The Federal Budget Misses the Mark

21 Apr 2021 The Federal Budget Misses the Mark

On April 19, the federal government released its 2021-2022 budget, its first budget in two years and the first since the start of the COVID-19 pandemic. Back in September, ARPA called on the government and all the opposition parties to craft a fiscally responsible plan aimed at returning Canada to a balanced budget or at least a declining debt-to-GDP ratio.

This budget misses that mark by $155 billion dollars – that is the projected size of this year’s federal deficit. As for the debt-to-GDP ratio, that is not projected to decline until the next fiscal year. This year, for every dollar of revenue that the federal government collects, it will be spending $1.40.

Much of the projected deficit this year is because of a commitment to extend temporary COVID-19 relief programs until September 2021. However, the government also announced several structural spending commitments that will continue long after the worst of COVID-19 has subsided, including:

  • $30 billion devoted to childcare in the next five years, with the goal of reaching a $10-a-day childcare by 2026,
  • $18 billion set aside for Indigenous communities, and
  • $17.6 billion earmarked for a green recovery.

Despite the Liberal government’s eagerness to spend, there were no mentions of a basic income or a national pharmacare strategy, two (very) expensive proposals that the Liberals and the NDP have been courting recently. No significant new taxes were introduced or increased either.

Finance Minister Chrystia Freeland claims that these massive expenditures are investments for future economic growth, but many of these programs help other levels of government, businesses, or individuals simply tread water. As we’ve mentioned before, the abstract idea of the government providing aid to families and businesses is sensible since government restrictions are putting people out of work. However, many of these COVID-19 support programs are poorly designed and overly broad, removing incentives for people to work or giving cash to individuals or businesses that do not need any support.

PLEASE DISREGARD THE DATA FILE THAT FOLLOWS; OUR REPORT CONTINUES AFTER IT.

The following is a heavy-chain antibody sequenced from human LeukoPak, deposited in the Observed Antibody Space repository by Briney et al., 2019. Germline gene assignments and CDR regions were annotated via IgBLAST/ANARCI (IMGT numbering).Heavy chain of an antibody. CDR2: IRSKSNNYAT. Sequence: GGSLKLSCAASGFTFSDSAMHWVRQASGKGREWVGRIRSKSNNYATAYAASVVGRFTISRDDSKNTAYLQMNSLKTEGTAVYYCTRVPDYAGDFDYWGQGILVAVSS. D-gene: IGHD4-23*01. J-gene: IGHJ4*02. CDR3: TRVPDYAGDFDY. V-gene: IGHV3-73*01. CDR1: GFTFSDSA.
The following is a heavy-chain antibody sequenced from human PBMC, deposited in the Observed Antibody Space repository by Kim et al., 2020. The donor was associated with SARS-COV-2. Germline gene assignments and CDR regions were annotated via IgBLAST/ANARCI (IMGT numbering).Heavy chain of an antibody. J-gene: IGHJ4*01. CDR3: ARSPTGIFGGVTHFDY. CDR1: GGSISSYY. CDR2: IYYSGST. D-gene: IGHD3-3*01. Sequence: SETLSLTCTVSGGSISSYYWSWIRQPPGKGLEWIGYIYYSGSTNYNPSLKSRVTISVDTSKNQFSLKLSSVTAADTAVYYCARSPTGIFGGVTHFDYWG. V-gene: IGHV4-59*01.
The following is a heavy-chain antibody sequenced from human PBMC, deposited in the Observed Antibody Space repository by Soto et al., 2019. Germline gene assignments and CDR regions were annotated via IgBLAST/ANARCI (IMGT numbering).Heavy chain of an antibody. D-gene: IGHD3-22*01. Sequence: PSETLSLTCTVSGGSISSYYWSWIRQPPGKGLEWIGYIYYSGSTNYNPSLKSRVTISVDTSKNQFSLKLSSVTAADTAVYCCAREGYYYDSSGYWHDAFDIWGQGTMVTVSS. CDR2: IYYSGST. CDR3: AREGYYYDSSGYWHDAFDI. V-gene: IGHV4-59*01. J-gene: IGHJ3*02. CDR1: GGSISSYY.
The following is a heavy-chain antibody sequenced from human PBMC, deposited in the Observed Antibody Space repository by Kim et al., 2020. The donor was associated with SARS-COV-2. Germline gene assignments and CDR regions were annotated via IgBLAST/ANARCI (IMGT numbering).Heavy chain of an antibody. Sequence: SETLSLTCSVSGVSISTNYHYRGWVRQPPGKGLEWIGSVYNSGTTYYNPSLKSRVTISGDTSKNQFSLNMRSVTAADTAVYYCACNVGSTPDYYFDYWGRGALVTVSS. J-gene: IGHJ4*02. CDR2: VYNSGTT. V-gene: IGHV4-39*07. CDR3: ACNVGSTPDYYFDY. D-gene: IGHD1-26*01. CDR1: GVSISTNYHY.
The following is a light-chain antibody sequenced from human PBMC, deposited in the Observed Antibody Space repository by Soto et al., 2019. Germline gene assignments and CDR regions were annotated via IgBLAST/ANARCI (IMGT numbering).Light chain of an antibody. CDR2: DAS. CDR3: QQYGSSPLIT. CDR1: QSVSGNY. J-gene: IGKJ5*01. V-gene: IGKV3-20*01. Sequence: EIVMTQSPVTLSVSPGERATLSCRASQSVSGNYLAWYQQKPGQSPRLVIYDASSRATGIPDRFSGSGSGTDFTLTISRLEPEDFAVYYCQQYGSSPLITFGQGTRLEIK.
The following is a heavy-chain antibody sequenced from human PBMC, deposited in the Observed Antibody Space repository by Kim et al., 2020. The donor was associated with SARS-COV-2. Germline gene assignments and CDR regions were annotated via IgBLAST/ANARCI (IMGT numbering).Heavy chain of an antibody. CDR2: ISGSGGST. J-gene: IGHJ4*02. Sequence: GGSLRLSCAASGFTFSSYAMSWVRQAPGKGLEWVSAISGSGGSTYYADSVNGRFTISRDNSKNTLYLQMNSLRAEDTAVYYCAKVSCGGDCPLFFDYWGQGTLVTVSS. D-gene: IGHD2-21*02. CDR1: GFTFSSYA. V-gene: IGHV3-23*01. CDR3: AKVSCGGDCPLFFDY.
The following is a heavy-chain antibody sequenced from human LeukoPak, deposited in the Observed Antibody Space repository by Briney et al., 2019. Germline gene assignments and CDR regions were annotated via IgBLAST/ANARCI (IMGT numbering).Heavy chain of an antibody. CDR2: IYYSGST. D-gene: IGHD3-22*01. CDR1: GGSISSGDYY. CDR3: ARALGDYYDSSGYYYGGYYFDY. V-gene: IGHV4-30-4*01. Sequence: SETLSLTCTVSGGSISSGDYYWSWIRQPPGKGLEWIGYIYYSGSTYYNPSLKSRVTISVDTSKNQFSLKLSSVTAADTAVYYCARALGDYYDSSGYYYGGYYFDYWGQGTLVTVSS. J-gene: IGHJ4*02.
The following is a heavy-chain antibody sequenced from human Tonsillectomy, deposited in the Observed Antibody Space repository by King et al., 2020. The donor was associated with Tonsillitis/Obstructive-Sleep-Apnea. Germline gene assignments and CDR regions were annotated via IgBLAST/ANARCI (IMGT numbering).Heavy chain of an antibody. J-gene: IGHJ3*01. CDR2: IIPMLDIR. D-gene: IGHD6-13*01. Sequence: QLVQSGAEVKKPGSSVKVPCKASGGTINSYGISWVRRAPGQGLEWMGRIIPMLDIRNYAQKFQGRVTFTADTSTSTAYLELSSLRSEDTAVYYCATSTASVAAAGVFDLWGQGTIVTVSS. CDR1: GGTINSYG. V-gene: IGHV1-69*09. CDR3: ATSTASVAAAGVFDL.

Good economic policy is not only about dollars and cents or even fiscal responsibility. It is about creating an environment when Canadians can flourish and live virtuous lives.

Good economic policy is not only about dollars and cents or even fiscal responsibility. It is about creating an environment when Canadians can flourish and live virtuous lives. The federal government’s foray into a national childcare strategy has great implications for how Canadians – and Christians – can flourish and live virtuous lives. Stay tuned next week as we investigate what a Christian reaction to childcare should be.

God calls each person, as a bearer of His image, to exercise fruitful stewardship over our world, its resources, and our finances. When governments squander the money that God has entrusted to them through inefficient programs or policies that reward wrong behavior, Christians in a democratic country are called to remind their governments what proper stewardship looks like.


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